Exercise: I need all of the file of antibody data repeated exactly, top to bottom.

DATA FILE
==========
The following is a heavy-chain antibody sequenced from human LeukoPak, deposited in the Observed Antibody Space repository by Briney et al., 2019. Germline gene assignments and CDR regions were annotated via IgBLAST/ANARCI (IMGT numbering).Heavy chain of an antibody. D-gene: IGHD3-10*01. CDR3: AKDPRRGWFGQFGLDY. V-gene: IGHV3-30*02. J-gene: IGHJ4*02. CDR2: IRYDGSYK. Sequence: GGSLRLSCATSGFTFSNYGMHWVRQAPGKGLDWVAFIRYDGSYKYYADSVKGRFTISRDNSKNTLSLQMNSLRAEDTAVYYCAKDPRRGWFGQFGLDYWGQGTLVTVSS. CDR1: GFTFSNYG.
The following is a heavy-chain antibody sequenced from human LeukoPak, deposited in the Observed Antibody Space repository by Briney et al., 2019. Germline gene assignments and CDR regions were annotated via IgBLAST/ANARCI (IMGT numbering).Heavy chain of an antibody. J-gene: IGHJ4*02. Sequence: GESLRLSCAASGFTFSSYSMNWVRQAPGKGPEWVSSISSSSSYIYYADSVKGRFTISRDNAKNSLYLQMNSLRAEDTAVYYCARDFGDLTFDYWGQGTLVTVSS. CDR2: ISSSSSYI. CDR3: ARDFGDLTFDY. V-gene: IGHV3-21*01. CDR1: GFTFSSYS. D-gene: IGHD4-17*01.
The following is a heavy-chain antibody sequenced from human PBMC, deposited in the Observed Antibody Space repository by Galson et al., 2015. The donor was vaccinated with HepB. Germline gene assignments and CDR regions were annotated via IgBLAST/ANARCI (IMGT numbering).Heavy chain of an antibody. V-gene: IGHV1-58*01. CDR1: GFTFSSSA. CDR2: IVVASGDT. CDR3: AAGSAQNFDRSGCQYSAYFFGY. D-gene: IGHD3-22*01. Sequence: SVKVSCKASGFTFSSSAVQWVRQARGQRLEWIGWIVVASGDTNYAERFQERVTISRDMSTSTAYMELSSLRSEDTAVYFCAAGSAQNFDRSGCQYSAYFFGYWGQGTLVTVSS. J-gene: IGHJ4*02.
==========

The following is a heavy-chain antibody sequenced from human LeukoPak, deposited in the Observed Antibody Space repository by Briney et al., 2019. Germline gene assignments and CDR regions were annotated via IgBLAST/ANARCI (IMGT numbering).Heavy chain of an antibody. D-gene: IGHD3-10*01. CDR3: AKDPRRGWFGQFGLDY. V-gene: IGHV3-30*02. J-gene: IGHJ4*02. CDR2: IRYDGSYK. Sequence: GGSLRLSCATSGFTFSNYGMHWVRQAPGKGLDWVAFIRYDGSYKYYADSVKGRFTISRDNSKNTLSLQMNSLRAEDTAVYYCAKDPRRGWFGQFGLDYWGQGTLVTVSS. CDR1: GFTFSNYG.
The following is a heavy-chain antibody sequenced from human LeukoPak, deposited in the Observed Antibody Space repository by Briney et al., 2019. Germline gene assignments and CDR regions were annotated via IgBLAST/ANARCI (IMGT numbering).Heavy chain of an antibody. J-gene: IGHJ4*02. Sequence: GESLRLSCAASGFTFSSYSMNWVRQAPGKGPEWVSSISSSSSYIYYADSVKGRFTISRDNAKNSLYLQMNSLRAEDTAVYYCARDFGDLTFDYWGQGTLVTVSS. CDR2: ISSSSSYI. CDR3: ARDFGDLTFDY. V-gene: IGHV3-21*01. CDR1: GFTFSSYS. D-gene: IGHD4-17*01.
The following is a heavy-chain antibody sequenced from human PBMC, deposited in the Observed Antibody Space repository by Galson et al., 2015. The donor was vaccinated with HepB. Germline gene assignments and CDR regions were annotated via IgBLAST/ANARCI (IMGT numbering).Heavy chain of an antibody. V-gene: IGHV1-58*01. CDR1: GFTFSSSA. CDR2: IVVASGDT. CDR3: AAGSAQNFDRSGCQYSAYFFGY. D-gene: IGHD3-22*01. Sequence: SVKVSCKASGFTFSSSAVQWVRQARGQRLEWIGWIVVASGDTNYAERFQERVTISRDMSTSTAYMELSSLRSEDTAVYFCAAGSAQNFDRSGCQYSAYFFGYWGQGTLVTVSS. J-gene: IGHJ4*02.